Ikakhik, who patrols for polar bears in the community, said he’s been dressing for “between” seasons. Instead of winter boots, he’s wearing his rubber boots with extra socks.
“If you try to put your winter boots on, you’re only going to get them wet,” he said. “It looks like it’s warming up every year.”
In Baker Lake, Nunavut, where Jeff Seeteenak has lived his whole life, the ground would normally be frozen by now, with people out snowmobiling. This fall, it’s been wet and slushy.
“It’s not normal,” Seeteenak said. “We knew [the season] was different from end of August when the raining started and didn’t stop.”
I have never seen it like this late in October. We should be driving our snowmobiles by now. Baker Lake should be frozen over now, we should be putting our nets out. pic.twitter.com/i8Oeydrj7c
— jeff seeteenak (@jeffseeteenak) October 29, 2021
Last weekend, he went out hunting with his ATV, but he couldn’t go over the ponds as the ice wasn’t yet thick enough to go over.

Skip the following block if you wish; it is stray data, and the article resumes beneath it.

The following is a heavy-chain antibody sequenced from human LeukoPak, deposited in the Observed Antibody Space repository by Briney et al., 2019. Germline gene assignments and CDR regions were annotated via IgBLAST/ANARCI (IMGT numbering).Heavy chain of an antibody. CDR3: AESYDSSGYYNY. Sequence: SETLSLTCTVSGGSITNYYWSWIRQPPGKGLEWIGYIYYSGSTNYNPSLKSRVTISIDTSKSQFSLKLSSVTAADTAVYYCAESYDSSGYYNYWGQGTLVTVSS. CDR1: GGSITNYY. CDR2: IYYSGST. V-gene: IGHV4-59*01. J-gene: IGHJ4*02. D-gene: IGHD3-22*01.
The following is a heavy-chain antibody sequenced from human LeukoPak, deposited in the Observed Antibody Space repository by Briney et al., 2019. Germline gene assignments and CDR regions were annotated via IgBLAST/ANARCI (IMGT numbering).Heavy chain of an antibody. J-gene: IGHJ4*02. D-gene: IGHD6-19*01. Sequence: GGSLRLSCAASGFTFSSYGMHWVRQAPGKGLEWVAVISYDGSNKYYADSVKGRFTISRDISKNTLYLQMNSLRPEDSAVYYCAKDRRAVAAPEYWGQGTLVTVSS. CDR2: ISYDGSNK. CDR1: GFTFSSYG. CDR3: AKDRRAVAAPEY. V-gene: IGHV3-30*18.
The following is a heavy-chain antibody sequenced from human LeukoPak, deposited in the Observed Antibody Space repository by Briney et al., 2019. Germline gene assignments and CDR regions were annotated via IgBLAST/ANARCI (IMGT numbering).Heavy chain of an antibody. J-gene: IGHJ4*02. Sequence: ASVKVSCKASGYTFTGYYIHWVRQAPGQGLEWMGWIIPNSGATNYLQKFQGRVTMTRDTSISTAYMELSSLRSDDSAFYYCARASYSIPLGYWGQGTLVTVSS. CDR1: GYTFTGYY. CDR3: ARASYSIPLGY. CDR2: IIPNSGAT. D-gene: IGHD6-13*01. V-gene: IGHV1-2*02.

“They just started freezing over a little over like a week ago,” Seteenak said, “when they should have been frozen for about two and a half, three weeks now.”
And earlier last month, he got bug bites after he went out hunting — and that wasn’t normal either.
Connie Naulaq in Iqaluit said on Twitter that normally a windy day like Nov. 2 would mean a snow storm, but with the milder weather and lack of snow, it’s more like a dust storm.
What a windy day! If we had snow it would be a blizzard. Instead we get a sand storm. And we still have an Oil tanker in the inlet. It’s November right? #iqaluit #nunavut #home #windy #inlet #oiltanker #sandstorm @MurphTWN pic.twitter.com/WjO8BEa46C
— Connie Naulaq (@NaulaqKaani) November 2, 2021
Northern communities on ‘forefront of climate change’
Sara Hoffman, a meteorologist with Environment and Climate Change Canada, said breaking temperature records lately has become “pretty common.”
That’s partly because some parts of the North only have weather records going back to about the 1980s or 1970s, she said.
“It’s a little bit easier to break a record, if your [length of] record isn’t that long,” she said, but added that the number of records being broken is “definitely significant.”
Hoffman said communities in the Arctic all over the world, and especially in Canada, are on “the forefront of climate change.